A Sweet Life Without Sugar
On Ripples’ developing homestead, we’re trying to consume less sugar.
Even though we’re not giving up sugar for good yet (after all, I do have a home baking business!) we’re open to sugar substitutes and only want to buy fair trade or organic products. Several of my friends from various states in the US have already given up sugar either completely or severely restricting it in their diets. Such positive peer pressure is making me eat even less sugar than before, which was already low compared to the average American.
What?! Sugar tastes BAD?!
Ryan & I already don’t drink sodas or eat candy bars. I still have cravings for cookies, but have noticed since I improved my diet in April that I can’t eat more than one cookie per day or 3 cookies per week. Sugar has begun to taste BAD when something is too sweet or when I eat “too much” of it, which has become a smaller and smaller amount. My preference for dark chocolate has only gotten stronger this year, along with my preference for dark leafy greens and their bitterness. I can’t recognize my own tastebuds! I think that’s a sign of healing, when the foods I loved as a child (M&M’s, Reeses peanut butter cups, etc) now taste odd or downright bad.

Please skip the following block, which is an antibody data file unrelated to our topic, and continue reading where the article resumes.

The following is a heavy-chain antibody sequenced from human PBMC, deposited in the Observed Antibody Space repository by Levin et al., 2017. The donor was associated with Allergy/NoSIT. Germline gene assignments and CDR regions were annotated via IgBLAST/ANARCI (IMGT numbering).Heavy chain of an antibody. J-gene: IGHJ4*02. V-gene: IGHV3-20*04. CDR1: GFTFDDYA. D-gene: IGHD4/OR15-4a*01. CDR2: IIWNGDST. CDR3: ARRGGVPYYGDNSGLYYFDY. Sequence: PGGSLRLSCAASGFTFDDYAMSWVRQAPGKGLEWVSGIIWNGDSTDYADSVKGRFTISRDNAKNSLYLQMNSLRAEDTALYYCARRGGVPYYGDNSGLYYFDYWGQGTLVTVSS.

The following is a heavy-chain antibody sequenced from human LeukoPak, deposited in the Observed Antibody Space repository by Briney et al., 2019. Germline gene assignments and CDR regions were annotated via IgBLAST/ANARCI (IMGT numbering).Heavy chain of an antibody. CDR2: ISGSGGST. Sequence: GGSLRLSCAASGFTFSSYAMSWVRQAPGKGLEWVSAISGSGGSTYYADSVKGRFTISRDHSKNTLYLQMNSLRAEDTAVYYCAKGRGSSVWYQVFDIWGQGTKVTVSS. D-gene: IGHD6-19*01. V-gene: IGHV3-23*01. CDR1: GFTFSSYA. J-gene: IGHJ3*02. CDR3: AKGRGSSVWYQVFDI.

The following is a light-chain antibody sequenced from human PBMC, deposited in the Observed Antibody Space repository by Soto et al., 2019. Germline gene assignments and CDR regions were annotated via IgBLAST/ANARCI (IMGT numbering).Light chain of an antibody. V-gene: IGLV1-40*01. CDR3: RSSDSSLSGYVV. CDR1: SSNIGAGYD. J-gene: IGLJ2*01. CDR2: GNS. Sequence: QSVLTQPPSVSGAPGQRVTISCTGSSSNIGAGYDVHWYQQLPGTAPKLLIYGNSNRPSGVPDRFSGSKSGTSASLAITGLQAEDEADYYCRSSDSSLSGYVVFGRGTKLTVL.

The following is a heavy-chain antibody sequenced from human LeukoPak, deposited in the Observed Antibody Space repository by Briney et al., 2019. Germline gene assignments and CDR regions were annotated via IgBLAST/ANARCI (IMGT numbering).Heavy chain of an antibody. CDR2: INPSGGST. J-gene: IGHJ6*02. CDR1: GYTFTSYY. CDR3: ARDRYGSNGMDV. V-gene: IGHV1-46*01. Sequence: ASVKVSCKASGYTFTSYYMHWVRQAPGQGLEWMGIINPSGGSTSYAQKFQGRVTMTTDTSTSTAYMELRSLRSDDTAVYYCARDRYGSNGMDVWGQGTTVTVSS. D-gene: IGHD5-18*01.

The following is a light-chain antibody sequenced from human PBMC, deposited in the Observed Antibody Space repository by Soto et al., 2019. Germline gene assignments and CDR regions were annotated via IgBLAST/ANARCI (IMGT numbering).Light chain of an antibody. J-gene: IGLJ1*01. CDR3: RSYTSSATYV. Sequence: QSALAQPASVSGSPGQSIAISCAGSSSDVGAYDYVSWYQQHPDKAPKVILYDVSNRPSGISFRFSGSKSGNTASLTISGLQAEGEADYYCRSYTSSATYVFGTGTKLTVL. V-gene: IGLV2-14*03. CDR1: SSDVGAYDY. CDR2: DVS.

Some common sugar substitutes that help reduce refined sugar in our diet include agave nectar, stevia, honey, and maple syrup. Some say that honey and maple syrup can have health benefits, such as honey helping reduce allergy symptoms. However, sweet is sweet, and we feel that anything with empty calories and no nutritional value doesn’t need to be part of our dream alongside the earthbag home and grazing sheep. Raw sugar sounds attractive, but is still a refined sugar and can still give you cavities. Brown sugar is just white refined sugar that had some molasses added back into it after the refining process.
We also try to avoid sugar due to the reasons illustrated in the infographic below: